Wednesday, August 8, 2012

180th Anniversary of the first lake lightship

With the opening of the Erie Canal to Buffalo in 1825, westbound expansion on the Great Lakes increased exponentially. The dangers represented by Waugoshance Shoal which lurked off the western entry to the Straits likewise represented an increasing threat to mariners threading their way through the area.

The opening of the Erie Canal in 1825 had an incredible impact on western expansion through the Great Lakes
Responding to a cry from the maritime community, Congress passed an appropriation of $10,000 to build a lightship to mark the shoal on March 3, 1831. Bids for construction of the vessel were advertised in maritime newspapers that May, and the Detroit shipyard of Oliver Newberry was selected to build the vessel after the closing of bids in July. The workers at Newberry’s yard began construction soon thereafter. While no plans of the vessel have surfaced to this time, bid specifications from the May 12, 1831 issue of The Detroit Courier provide us with a fair idea of the vessel’s dimensions and how she must have appeared:
With a hull of white oak clad in copper, the vessel stood 46’ long between the perpendiculars*, had a keel length of 36’ and a beam of 17’ 9”.  Her large trunk cabin was built up through the deck to provide sufficient headroom for a crew of six men, and was outfitted with berths, lockers and a galley. The vessel’s twin masts consisted of 42’ long yellow pine square timbers mounted parallel to each other in a fore and aft orientation. Mounted on a wheeled carriage, the ship’s all-important lantern rode vertically on wheels against the inner surfaces of these two masts. Ropes attached to the carriage passed over pulleys at the top of each mast, and were fastened to counterweights which passed down grooves in the sides of the mast, allowing for simple and fast raising and lowering of the lantern for maintenance. Attached to the aft mast of this pair, a single trysail mast served to power the vessel to and from her station.

This model of the Louis McLane was built to reflect the original written specifications
A mooring ringbolt, formed from 1¼-inch diameter iron, was sturdily attached to the vessel’s keel at the bow and served to attach sixty fathoms of 7/8-inch chain to an 800-pound mushroom anchor in order to anchor the vessel at her station. To serve the vessel during fog and thick weather, a manually-operated four hundred-pound bell was also suspended in a small belfry on deck. 

The vessel was moored to a mushroom anchor similar to that above
Completed at a final cost of $7,350.00, the vessel was likely completed prior to May 1, 1832 in accordance with the contract requirement. Christened “Louis McLane” in honor of the Secretary of the Treasury at the time, she was likely towed to the Straits and placed on her station off Waugoshance Shoal on an unspecified date later that year.

The vessel was named Louis McLane who was serving as Secretary of the Treasury
Typical of the problems encountered by the vessel was the situation reported by Lieutenant James T. Homans on his visit to The Straits during his 1838 inspection of lighthouses of the Western Great Lakes. In his report to the Fifth Auditor of the Treasury, Homans stated that on his arrival in Mackinaw he found the lightship had been under repair in the harbor since being thrown on a beach after being torn from her anchorage during the 1837 navigation season. Finally returned to her station on the 20th of September 1838, she was again driven off a few short weeks later, leaving the deadly shoal at Waugoshance unmarked for almost a full year.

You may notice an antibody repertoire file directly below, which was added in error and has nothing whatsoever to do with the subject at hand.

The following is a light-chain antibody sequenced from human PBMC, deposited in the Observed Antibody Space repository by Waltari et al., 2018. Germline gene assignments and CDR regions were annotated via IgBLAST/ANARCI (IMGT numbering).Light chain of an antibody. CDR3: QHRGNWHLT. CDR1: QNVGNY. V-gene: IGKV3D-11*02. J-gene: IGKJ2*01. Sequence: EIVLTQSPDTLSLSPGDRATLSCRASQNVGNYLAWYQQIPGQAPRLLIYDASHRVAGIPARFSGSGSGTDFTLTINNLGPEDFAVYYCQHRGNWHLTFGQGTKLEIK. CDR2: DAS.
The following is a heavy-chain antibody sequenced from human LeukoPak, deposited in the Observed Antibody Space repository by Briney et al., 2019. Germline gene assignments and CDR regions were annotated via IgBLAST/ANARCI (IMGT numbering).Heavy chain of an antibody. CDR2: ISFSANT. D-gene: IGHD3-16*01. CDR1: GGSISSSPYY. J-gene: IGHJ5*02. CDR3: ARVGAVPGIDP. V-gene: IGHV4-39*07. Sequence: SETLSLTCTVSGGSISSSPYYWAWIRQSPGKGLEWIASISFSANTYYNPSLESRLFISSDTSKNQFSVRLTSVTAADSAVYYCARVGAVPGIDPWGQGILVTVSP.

The approximate location where the Louis MacLane was anchored
 Homans was succinct in his assessment of the situation, stating “I am satisfied she is very unfit for that location; and she can be usefully employed near the flats of Lake St Clair, where the shelter is good, I would strongly recommend that another one be immediately built upon a more approved model for the Straits so as to be ready for removal there on the opening of navigation in the spring.”

With typical Pleasonton-era foot-dragging, no move was taken to replace the vessel until 1844, when, according to entries in Light Lists, she was superseeded by a larger 101-ton vessel. However, history shows that no lightship was placed on Lake St. Clair until 1887, when LV-10 was placed off Grosse Point to mark the eastern entrance to the Detroit River. As such, it is clear that the Louis McLane was not reassigned to St. Clair in accordance with Homans' suggestion, and we have yet to uncover any records indicating the old vessel’s final disposition.

Stephen Pleasonton - Fifth Auditor of the Treasury, and the man responsible for US lighthouses in 1832
With the construction of the permanent lighthouse on Waugoshance Shoal in 1851, itself the proud holder of numerous “firsts”, the services of a lightship were no longer needed to mark the shoal. While numerous stalwart lightships would be subsequently deployed throughout the Great Lakes, the Louis McLane stands alone as the first to be so employed 180 years ago this year.

The LOUIS MCLANE served until erection of the Waugoshance light station in 1851
 Article written by Terry Pepper, and first published in the Fall 2007 issue of the GLLKA BEACON

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